An Australian toddler may lose his sight after he was attacked by a bird.
The one-year-old was injured by a swooping magpie, which struck another toddler the very same day.
Jacob Gale's left eye no longer has a lens after the vicious magpie attack.
"It's penetrated into the lens and they've had to remove the lens because it's damaged," his father Adam said.
Jacob and his parents were in a Perth park when the magpie swooped in out of the blue.
The damage it caused was so severe that even now, days later, his eye is healing.
But his parents don't know if his sight will return.
"Until he can communicate and say what he can see, the doctors and us won't actually know," he said.
Magpie attacks are common in Australia and New Zealand from August to October, when they hatch their chicks.
And little Jacob isn't the only victim. Three-year-old Bodie White was also attacked in the same park, on the same day, by the same bird.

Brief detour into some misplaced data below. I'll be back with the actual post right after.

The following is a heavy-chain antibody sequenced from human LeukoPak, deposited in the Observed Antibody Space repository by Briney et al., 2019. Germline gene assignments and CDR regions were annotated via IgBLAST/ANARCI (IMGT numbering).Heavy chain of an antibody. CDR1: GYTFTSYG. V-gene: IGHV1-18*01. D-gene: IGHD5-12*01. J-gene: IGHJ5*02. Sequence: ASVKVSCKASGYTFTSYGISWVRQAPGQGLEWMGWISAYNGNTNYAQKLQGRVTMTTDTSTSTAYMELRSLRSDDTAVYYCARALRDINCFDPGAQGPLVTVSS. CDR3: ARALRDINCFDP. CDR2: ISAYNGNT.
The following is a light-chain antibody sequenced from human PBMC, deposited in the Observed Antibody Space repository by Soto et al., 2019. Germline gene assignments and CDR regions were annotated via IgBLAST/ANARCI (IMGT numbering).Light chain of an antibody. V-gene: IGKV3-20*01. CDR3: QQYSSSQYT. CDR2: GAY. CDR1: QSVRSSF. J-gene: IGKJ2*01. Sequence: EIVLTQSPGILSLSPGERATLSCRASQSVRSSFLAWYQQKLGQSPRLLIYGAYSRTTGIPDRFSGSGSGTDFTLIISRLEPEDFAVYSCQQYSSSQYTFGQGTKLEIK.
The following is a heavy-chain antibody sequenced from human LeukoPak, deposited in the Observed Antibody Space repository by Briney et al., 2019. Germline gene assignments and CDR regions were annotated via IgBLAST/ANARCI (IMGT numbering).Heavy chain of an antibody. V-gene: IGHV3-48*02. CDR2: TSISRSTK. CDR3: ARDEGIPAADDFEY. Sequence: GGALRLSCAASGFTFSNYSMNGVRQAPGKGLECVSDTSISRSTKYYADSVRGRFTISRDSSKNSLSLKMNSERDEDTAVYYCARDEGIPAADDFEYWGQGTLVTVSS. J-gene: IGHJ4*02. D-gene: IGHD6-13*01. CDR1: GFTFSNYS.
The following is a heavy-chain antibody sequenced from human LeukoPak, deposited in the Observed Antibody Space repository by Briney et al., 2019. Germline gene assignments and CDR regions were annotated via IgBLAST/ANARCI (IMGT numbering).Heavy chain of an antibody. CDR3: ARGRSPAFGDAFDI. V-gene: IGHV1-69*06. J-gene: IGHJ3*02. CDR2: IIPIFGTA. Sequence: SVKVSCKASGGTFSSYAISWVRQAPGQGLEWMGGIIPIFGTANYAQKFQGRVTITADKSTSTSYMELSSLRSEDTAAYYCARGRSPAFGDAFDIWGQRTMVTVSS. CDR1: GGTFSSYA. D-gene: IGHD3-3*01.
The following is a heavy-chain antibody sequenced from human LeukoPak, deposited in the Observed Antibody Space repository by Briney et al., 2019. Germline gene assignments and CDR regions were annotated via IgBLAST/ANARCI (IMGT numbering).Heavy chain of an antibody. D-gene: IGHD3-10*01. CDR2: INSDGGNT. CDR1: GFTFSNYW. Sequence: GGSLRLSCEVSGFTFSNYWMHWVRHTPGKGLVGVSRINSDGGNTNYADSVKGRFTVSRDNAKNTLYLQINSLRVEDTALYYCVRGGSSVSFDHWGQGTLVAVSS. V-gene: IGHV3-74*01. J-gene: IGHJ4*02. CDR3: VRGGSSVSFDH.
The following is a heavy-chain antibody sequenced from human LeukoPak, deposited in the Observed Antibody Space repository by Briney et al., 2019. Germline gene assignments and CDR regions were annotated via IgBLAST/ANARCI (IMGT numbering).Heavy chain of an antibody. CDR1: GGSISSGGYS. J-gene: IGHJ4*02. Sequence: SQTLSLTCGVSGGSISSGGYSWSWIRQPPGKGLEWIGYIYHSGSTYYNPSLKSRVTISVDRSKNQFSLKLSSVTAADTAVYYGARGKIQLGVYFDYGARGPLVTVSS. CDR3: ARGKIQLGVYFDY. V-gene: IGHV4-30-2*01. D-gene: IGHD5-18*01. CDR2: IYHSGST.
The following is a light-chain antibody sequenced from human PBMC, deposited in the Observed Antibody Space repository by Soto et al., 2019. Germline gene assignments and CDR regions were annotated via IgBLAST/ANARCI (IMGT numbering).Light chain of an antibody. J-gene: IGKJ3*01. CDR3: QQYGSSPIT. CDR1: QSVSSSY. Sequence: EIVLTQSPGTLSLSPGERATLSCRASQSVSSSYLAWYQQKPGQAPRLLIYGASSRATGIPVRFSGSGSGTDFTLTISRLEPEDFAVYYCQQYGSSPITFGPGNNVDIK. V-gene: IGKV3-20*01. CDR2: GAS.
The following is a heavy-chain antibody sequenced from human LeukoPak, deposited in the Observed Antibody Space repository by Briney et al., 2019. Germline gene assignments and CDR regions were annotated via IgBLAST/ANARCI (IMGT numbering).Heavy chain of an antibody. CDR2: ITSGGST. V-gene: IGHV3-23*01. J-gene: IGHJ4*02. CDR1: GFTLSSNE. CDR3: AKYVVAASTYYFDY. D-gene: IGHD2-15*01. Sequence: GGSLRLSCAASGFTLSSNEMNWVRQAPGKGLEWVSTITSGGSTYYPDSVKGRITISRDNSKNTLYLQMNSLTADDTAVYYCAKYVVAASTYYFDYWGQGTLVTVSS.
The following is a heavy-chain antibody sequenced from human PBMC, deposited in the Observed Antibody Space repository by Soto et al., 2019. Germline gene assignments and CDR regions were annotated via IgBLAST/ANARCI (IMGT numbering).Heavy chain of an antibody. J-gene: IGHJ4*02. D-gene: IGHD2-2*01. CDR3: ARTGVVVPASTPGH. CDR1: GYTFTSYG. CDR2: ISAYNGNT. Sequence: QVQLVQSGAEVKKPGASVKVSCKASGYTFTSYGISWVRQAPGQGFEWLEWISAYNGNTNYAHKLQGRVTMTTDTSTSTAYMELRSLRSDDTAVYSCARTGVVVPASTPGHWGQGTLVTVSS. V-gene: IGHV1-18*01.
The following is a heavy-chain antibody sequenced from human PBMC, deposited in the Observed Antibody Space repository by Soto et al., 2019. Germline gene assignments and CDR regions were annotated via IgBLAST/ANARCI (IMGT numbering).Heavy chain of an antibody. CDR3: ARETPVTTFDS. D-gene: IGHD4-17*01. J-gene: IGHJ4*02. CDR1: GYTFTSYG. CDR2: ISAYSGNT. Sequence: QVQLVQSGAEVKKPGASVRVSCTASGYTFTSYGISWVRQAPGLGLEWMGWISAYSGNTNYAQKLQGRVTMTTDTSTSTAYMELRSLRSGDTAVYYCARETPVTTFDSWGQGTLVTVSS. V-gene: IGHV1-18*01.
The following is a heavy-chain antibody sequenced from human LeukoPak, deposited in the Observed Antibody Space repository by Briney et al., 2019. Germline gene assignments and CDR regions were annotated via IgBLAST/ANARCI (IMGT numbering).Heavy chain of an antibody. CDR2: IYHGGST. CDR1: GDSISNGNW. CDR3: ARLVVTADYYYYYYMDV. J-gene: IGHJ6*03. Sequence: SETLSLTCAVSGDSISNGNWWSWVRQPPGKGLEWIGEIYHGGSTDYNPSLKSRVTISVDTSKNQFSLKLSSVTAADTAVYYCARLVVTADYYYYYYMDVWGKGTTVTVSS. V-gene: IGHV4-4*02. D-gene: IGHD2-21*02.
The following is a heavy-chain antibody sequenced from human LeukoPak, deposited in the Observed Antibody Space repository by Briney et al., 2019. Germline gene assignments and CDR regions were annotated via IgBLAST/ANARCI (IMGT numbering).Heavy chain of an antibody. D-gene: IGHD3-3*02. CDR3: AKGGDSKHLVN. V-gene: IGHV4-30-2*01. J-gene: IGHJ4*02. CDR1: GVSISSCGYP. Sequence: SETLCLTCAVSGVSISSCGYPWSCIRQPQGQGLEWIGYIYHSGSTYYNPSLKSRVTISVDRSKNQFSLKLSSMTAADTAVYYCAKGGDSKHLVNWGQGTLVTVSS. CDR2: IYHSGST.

"All of a sudden it flew at his face and scratched his eye. He obviously got very distressed and started screaming," his mum Rebecca said.
None of the parents want the bird killed, but experts say it's very aggressive and almost certain to strike again.
"A lot of people I know are a little upset over the fact this magpie is being euthanised however this is the right action in this instance," senior wildlife officer Rick Dawson said.
While they're considered pests in parts of New Zealand, magpies in Australia are a protected species.
But it's often people in need of protection.
The advice is to keep your distance until breeding season ends.